Last week when the Washington County Commissioners were discussing zoning changes on U.S. 40 on the east side of Clear Spring, Commissioner John Shank objected to the proposal to place more restrictive zoning on developer Vincent Groh's land there.
"To me this is just another classic example of the government telling a private property owner what they can do. I don't want the government to tell me what to do. That's why I live in America."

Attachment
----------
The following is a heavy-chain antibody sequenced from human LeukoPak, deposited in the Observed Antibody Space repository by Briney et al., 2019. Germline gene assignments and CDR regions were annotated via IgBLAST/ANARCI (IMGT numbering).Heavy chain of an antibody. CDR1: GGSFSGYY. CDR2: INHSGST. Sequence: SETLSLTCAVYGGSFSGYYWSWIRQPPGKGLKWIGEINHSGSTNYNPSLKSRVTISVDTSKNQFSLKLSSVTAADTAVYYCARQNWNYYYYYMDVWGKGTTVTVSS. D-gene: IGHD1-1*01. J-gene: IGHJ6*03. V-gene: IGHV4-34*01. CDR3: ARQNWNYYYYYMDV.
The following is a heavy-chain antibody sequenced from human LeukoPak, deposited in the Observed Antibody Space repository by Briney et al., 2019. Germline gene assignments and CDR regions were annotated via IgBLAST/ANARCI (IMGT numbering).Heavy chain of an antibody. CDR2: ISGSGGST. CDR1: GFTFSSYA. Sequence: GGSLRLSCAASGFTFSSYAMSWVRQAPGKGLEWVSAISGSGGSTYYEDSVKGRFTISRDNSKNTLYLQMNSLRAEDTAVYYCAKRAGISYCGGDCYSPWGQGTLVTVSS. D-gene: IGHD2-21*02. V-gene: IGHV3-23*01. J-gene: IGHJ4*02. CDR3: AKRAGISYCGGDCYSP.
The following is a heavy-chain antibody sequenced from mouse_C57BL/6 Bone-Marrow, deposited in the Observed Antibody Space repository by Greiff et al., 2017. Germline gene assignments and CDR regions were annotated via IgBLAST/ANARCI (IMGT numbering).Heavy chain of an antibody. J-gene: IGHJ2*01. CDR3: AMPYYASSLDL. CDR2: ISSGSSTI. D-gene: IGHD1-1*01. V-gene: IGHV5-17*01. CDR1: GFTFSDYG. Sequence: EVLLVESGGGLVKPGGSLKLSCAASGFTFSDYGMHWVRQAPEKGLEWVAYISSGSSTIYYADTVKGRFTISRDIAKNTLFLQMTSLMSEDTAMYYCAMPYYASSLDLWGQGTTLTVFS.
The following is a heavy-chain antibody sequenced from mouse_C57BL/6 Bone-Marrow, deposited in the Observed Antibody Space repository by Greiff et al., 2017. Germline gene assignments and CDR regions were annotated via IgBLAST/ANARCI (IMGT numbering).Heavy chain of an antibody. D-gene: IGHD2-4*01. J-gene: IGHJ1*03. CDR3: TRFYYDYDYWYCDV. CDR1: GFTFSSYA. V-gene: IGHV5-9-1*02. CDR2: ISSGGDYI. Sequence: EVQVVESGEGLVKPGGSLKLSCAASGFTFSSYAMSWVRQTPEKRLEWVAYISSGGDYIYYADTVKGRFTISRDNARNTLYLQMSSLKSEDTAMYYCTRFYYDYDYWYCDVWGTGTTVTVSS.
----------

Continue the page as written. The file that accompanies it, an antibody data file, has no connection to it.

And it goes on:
If that speech sounds familiar to long-time readers and county residents, it's because similar arguments were used more than 20 years ago when zoning was first proposed here. Some opponents even compared zoning to communism. But in the decades since, most people have come to realize that the same process that requires them to get a permit for a small storage shed will also scrutinize the plans of any neighbor who decides he wants to build a machine shop in his back yard.